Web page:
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Our Take: J&J’s COVID-19 vaccine gains authorization, other vaccine makers provide updates

Mar 01, 2021

As anticipated, the Food and Drug Administration granted emergency use authorization (EUA) for Johnson & Johnson (J&J)’s single-dose COVID-19 vaccine on Saturday.

A day earlier, the FDA’s Vaccines and Related Biological Products Advisory Committee voted unanimously that the vaccine’s benefits outweigh its risks. Developed by the Janssen Pharmaceutical Cos. of J&J, the vaccine is authorized to prevent COVID-19 in people age 18 or older.

J&J said in a news release that it has begun shipping the vaccine and expects to deliver enough doses by the end of March for 20 million people in the U.S. to be vaccinated. By the end of June, the company plans to have delivered a total of 100 million doses in the U.S. Sanofi agreed last week to help by giving J&J access to one of its manufacturing facilities in France. Sanofi said the plant should be able to produce approximately 12 million doses per month.

Unlike the authorized mRNA vaccines develop by Pfizer/BioNTech and Moderna, J&J’s is an adenovirus vector vaccine and does not require ultra-cold storage. Specifically, it can be stored up to three months at a temperature of 36 to 46 F and for two years at -4 F.

The EUA is based on results from the international Phase III ENSEMBLE clinical trial, which included 43,783 participants, 34% of whom were older than 60. J&J said that 41% of the participants overall had comorbidities associated with increased risk for progression to severe COVID-19. In addition to the U.S., the study was conducted in South Africa, Brazil, and five other countries in Latin America.

Previously, J&J reported that the vaccine had an overall efficacy rate of 66%, which FDA reviewers affirmed. The reviewers said efficacy was similar across age groups and for people of various races or ethnicities, although it appeared to be less effective in participants who were age 60 or older and had underlying conditions that placed them at risk for COVID-19. They noted “some uncertainty” in the data on that point. In U.S. participants, the vaccine was 72% effective.

Of note, starting 28 days after receiving the vaccine, none of the study participants were hospitalized (whereas 16 in the placebo group were), and none died from COVID-19. At the 28-day mark, the vaccine demonstrated 85% efficacy against severe COVID-19.

J&J also reported new findings last week that suggest the vaccine lowers the risk of transmission; specifically, compared with placebo, it reduced the risk of asymptomatic infection by 74% at 71 days.

Other COVID-19 vaccine-related news:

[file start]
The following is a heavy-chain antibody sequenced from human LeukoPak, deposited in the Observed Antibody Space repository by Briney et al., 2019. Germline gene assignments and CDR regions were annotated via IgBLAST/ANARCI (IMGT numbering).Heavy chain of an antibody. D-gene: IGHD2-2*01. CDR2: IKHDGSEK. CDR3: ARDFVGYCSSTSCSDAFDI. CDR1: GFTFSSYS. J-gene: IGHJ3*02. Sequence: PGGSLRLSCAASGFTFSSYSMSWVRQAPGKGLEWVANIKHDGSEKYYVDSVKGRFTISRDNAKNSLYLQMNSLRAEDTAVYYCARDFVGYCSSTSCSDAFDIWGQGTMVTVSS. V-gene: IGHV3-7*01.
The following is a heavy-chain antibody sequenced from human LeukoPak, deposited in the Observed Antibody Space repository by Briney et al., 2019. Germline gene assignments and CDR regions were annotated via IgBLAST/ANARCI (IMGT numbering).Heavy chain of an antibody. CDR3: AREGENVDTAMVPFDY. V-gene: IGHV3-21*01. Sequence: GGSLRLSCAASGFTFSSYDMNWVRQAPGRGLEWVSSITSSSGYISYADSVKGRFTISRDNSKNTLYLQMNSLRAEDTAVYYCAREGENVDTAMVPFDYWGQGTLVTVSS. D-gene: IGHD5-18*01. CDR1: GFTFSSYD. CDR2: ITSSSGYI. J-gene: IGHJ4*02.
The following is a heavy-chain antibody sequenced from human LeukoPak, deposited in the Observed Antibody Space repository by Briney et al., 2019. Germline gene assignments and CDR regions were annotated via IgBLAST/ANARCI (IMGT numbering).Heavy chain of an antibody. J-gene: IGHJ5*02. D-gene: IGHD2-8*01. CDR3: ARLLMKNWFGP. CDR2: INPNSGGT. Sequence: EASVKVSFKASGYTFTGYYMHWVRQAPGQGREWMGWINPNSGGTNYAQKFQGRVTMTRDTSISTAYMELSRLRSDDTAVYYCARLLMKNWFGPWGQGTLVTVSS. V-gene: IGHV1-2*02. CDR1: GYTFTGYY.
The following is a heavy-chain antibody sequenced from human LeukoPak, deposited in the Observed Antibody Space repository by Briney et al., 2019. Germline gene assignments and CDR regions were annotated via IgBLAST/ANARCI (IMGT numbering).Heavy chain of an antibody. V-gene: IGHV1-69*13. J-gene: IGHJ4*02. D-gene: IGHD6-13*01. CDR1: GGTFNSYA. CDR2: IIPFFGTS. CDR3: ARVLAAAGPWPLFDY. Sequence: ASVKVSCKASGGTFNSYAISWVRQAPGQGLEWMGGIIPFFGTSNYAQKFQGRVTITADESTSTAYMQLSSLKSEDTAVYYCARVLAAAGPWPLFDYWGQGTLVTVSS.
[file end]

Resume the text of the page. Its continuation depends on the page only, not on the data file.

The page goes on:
• Moderna said it sent doses of a variant-specific booster candidate to the National Institutes of Health for a Phase I clinical study; the candidate is specific to the SARS-CoV-2 strain first identified in South Africa. Moderna will also compare the safety and efficacy of three booster options: 1) the booster candidate, 2) a third, lower dose of Moderna’s authorized vaccine given as a booster, and 3) a multivalent booster candidate that combines the authorized vaccine with the booster candidate.
  • To address the emerging SARS-CoV-2 variants, the FDA issued new guidance last Monday for companies developing COVID-19 vaccines, tests, and therapeutics. For vaccines adapted to target the variants, the agency essentially said developers would not need to conduct the same kind of lengthy trials as they did for the original vaccine candidate. Instead, smaller, shorter trials similar to those conducted for annual flu vaccines might suffice.
  • Sanofi and GSK started a new Phase II trial of their adjuvanted recombinant protein-based vaccine candidate with an “improved antigen formulation.” The companies temporarily halted the clinical program in December after Phase I/II results showed a lower immune response in adults age 50 or older; they are now evaluating various antigen dosages to inform the protocol for Phase III testing, which could begin in the second quarter. They said the vaccine could be available before the end of the year. Fierce Biotech noted that this type of vaccine “could be better suited to protecting people against multiple circulating variants” than other types, such as the virus-based and mRNA vaccines.
  • Sanofi is also developing an mRNA vaccine with Translate Bio. They plan to begin a Phase I/II study this quarter, according to Sanofi.
  • Pfizer and BioNTech asked the FDA to amend the EUA for their vaccine to allow it to be stored at higher temperatures than currently permitted, submitting data that support safe storage of the vaccine at temperatures of -13 to 5 F for up to two weeks. The change would ease shipping logistics and make it possible for the vaccine to be stored in standard pharmacy freezers. The FDA approved the change on Thursday. Meanwhile, data from a study in Israel indicates that the Pfizer/BioNTech vaccine is 98.9% effective in preventing COVID-19 deaths or hospitalization, 99.2% effective in preventing serious cases, and 89.4% effective in stopping transmission of the disease, according to The Hill. And the companies announced on Thursday that they, too, are beginning to evaluate boosters for efficacy against the newer variants, as well as an mRNA vaccine with a variant sequence that could be adapted for use against emerging variants.